Exploring acoustical perception in infants

From a young age, cognitive neuroscientist Christina Vanden Bosch der Nederlanden of University of Toronto, Mississauga, has been singing and playing the cello, which have helped to shape her research career.

“I remember sitting in the middle of the cello section and we were playing some particularly beautiful music – one where the whole cello section had the melody,” she says, “and I remember having this emotional response and wondering ‘how is it possible that I can have such a strong emotional response from the vibrations of my strings traveling to my ear? That seems wild!’” 

That experience started der Nederlanden on a long journey of wanting to understand how the brain processes music and speech in early development. Specifically, she and colleagues are investigating whether babies, who are learning about communicative sounds through experience, even know the difference between speech and song. 

“These are seemingly simple questions that actually have a lot of theoretical importance for how we learn to communicate,” she says.

“We know that from age 4, children can and readily do explicitly differentiate between music and language. Although that seems pretty obvious there has been little to no data asking children to make these sorts of distinctions.” 

At a recent Cognitive Neuroscience Society (CNS) meeting, der Nederlanden presented on new data collected right before and during the COVID-19 pandemic about the acoustic features that shape music and language during development. In one experiment, 4-month-old infants heard speech and song, both in a sing-songy infant-directed manner and in a monotone speaking voice, while recording electrical brain activity with electroencephalogram (EEG). 

“This work novelly suggests that infants are better at tracking infant-directed utterances when they’re spoken compared to sung, and this is different from what we see in adults who are better at neural tracking sung compared to spoken utterances,” she says.

They also found that pitch and rhythm each affected brain activity for speech compared to song, for example, finding that exaggerated pitch was related to better neural tracking of infant-directed speech – identifying the lack of “pitch stability” as an important acoustic feature for guiding attention in babies. 

While the exaggerated, unstable pitch contours of infant-directed speech, has been well-established as a feature infants love, this new research shows it also helps to signal whether someone is hearing speech or song.

Pitch stability is a feature, der Nederlanden says, that “might signal to a listener ‘oh this sounds like someone singing,’” and the lack of pitch stability can conversely signal to infants that they are hearing speech rather than playing with sounds in song.

In an online experiment, der Nederlanden and colleagues asked kids and adults to qualitatively describe how music and language are different. “This gave me a rich dataset that tells me a lot about how people think music and language differ acoustically and also in terms of how the functional roles of music and language differ in our everyday lives,” she explains.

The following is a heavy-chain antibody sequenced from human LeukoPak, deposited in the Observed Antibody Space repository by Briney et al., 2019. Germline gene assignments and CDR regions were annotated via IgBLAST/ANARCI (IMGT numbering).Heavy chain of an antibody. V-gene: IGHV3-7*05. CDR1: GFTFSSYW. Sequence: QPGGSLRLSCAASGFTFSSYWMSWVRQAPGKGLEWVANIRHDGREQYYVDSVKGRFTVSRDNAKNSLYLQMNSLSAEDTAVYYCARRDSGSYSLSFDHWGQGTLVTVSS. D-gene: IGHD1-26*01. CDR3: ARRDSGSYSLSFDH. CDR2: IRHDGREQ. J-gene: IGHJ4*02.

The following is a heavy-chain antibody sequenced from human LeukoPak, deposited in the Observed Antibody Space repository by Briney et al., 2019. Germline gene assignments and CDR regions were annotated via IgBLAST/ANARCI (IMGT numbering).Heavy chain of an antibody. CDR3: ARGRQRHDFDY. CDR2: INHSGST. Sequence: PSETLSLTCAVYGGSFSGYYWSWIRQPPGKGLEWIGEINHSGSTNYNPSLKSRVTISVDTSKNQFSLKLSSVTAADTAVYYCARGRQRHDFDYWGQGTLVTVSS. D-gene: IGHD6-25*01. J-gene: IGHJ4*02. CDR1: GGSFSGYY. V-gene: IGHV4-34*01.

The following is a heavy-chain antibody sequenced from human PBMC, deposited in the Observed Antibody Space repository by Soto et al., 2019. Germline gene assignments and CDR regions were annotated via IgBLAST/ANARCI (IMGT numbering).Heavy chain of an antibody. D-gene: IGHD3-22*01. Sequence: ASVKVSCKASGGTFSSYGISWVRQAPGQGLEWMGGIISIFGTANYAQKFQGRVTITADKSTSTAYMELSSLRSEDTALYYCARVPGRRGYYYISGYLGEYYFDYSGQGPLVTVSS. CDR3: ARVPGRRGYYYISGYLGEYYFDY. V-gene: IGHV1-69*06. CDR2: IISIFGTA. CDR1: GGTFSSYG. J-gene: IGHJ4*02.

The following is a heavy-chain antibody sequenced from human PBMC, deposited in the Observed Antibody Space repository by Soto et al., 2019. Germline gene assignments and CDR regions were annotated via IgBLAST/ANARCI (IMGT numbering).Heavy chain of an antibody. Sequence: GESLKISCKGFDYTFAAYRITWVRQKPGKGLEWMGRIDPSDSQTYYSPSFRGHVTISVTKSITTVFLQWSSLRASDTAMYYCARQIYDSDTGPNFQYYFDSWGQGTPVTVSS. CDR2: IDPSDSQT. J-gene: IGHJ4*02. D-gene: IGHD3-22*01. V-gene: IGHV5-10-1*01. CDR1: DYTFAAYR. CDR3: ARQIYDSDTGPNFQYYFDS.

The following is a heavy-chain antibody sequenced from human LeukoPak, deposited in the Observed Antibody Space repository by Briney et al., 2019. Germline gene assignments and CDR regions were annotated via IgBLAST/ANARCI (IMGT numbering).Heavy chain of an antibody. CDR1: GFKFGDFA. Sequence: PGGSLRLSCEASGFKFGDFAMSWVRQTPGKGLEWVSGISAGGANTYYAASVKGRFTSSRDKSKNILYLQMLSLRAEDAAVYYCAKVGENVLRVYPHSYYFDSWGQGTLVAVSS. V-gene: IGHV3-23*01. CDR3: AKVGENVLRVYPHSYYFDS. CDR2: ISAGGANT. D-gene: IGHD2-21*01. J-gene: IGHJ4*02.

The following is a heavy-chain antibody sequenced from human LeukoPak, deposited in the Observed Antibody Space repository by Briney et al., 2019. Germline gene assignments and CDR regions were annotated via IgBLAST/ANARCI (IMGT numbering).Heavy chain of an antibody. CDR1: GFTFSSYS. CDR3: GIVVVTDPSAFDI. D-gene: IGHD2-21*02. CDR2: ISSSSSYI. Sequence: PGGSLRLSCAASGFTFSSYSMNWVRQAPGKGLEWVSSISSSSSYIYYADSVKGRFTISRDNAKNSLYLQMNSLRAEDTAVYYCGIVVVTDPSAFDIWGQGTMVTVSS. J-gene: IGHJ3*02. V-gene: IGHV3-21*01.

“For the acoustic differences, kids and adults described features like tempo, pitch, rhythm as important features for differentiating speech and song.”

In future work, der Nederlanden hopes to move toward more naturalistic settings, including using mobile EEG to test music and language processing outside of the lab.

“I think the girl sitting in the orchestra pit, geeking out about music and emotion, would be pretty excited to find out that she’s still asking questions about music and finding results that could have answered her questions from over 20 years ago!”

Identifying the predictive code of music

Guilhem Marion of Ecole Normale Supérieure has two passions that drive his research: music and computer science. He has combined those interests to create novel computational models of music that are helping researchers understand how the brain perceives music through “predictive coding,” similar to how people predict patterns in language.

“Predictive coding theory explains how the brain tries to predict the next note while listening to music, which is exactly what computational models of music do for generating new music,” he explains. Marion is using those models to better understand how culture affects music perception, by pulling in knowledge based on individual environments and knowledge. 

In new work conducted with Giovanni Di Liberto and colleagues, Marion recorded EEG activity of 21 professional musicians who were listening to or imagining in their minds four Bach choral pieces. In one study, they were able to identify the amount of surprise for each note, using a computational model based on a large database of Western music. This surprise was a “cultural marker of music processing,” Marion says, showing how closely the notes were predicted based on a person’s native musical environment. 

“Our study showed for the first time the average EEG response to imagined musical notes and showed that they were correlated with the musical surprise computed using a statistical model of music,” Marion says. “This work has broad implications in music cognition but more generally in cognitive neuroscience, as they will enlighten the way the human brain learns new language or other structures that will later shape its perception of the world.”